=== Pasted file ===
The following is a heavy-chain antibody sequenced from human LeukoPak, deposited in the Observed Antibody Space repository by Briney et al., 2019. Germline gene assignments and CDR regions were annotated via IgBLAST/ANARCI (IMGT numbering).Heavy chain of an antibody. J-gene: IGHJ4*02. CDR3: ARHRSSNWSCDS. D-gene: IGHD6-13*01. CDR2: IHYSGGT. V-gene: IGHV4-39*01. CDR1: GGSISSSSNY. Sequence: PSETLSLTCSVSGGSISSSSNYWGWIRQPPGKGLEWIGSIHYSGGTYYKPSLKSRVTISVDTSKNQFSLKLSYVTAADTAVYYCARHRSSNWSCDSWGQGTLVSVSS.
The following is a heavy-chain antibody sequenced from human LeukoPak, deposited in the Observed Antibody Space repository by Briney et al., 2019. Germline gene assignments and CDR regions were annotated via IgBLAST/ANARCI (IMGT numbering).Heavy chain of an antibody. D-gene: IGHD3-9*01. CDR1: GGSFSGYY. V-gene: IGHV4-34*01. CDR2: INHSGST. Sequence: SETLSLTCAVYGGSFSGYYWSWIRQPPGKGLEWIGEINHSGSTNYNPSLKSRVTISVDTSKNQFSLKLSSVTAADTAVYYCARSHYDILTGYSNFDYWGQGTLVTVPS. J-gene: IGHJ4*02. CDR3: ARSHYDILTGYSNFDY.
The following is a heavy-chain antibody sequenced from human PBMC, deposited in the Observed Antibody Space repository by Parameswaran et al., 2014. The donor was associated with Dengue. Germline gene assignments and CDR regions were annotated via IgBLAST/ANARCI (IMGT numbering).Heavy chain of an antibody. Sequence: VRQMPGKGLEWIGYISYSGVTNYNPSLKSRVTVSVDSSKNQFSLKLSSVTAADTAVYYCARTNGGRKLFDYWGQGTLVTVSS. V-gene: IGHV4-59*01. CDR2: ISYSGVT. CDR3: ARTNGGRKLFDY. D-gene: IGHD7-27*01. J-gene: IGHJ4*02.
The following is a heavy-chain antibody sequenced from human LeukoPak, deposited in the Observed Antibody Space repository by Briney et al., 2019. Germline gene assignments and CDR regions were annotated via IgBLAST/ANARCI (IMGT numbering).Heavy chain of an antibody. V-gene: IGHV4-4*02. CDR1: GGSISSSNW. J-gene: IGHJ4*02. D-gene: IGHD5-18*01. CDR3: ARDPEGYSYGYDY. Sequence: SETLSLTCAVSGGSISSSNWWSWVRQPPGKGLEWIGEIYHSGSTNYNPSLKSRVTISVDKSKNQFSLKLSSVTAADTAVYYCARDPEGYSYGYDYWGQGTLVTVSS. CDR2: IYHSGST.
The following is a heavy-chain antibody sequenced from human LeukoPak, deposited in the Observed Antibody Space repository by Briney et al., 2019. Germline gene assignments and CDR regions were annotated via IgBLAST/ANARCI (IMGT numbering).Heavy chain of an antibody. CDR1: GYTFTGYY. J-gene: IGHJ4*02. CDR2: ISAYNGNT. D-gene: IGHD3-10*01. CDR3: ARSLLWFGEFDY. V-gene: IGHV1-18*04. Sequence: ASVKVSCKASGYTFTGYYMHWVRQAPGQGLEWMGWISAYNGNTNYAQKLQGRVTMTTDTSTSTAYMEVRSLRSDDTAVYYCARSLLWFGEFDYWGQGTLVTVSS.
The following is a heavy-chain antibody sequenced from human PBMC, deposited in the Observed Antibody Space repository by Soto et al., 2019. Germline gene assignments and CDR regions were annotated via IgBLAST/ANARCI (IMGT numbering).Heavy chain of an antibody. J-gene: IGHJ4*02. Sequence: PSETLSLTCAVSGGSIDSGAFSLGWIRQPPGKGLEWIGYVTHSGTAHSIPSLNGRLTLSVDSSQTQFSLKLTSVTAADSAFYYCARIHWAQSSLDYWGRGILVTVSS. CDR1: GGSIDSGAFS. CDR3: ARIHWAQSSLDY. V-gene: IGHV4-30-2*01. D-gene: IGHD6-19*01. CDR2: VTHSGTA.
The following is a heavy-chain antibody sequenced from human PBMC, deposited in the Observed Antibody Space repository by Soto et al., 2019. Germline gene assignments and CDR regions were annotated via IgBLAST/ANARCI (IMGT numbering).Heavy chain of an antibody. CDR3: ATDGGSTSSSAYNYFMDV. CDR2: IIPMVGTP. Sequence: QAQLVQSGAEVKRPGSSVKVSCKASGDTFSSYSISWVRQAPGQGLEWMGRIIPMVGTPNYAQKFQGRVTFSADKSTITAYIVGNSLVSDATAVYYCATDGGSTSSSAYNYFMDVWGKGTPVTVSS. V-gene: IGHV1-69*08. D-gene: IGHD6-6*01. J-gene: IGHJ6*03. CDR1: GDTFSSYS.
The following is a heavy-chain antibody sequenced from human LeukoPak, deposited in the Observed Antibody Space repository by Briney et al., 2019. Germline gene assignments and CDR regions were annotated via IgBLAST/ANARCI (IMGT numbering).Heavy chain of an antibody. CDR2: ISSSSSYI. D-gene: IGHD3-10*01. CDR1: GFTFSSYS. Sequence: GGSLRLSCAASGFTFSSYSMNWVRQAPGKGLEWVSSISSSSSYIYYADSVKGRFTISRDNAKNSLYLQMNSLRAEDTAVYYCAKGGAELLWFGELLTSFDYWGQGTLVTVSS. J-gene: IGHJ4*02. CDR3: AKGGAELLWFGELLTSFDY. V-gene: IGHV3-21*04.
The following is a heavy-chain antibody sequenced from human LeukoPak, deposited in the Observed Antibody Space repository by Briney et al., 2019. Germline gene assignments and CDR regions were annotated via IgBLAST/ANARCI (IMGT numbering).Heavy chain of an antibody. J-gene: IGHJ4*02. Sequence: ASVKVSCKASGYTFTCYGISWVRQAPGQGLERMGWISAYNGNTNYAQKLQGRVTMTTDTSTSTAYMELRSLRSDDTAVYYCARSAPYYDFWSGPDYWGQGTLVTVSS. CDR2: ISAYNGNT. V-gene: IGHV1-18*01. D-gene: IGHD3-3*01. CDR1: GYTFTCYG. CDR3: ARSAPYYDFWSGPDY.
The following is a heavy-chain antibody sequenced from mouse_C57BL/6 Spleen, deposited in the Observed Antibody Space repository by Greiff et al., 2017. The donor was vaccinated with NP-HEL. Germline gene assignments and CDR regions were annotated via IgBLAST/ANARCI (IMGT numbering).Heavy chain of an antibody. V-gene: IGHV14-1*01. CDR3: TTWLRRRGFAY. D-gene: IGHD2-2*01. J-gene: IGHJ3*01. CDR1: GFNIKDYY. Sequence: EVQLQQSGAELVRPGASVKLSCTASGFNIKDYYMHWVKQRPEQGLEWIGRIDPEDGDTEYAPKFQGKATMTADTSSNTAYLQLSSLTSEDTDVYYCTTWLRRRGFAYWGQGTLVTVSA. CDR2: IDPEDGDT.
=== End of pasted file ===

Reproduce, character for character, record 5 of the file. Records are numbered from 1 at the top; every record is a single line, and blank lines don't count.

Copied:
The following is a heavy-chain antibody sequenced from human LeukoPak, deposited in the Observed Antibody Space repository by Briney et al., 2019. Germline gene assignments and CDR regions were annotated via IgBLAST/ANARCI (IMGT numbering).Heavy chain of an antibody. CDR1: GYTFTGYY. J-gene: IGHJ4*02. CDR2: ISAYNGNT. D-gene: IGHD3-10*01. CDR3: ARSLLWFGEFDY. V-gene: IGHV1-18*04. Sequence: ASVKVSCKASGYTFTGYYMHWVRQAPGQGLEWMGWISAYNGNTNYAQKLQGRVTMTTDTSTSTAYMEVRSLRSDDTAVYYCARSLLWFGEFDYWGQGTLVTVSS.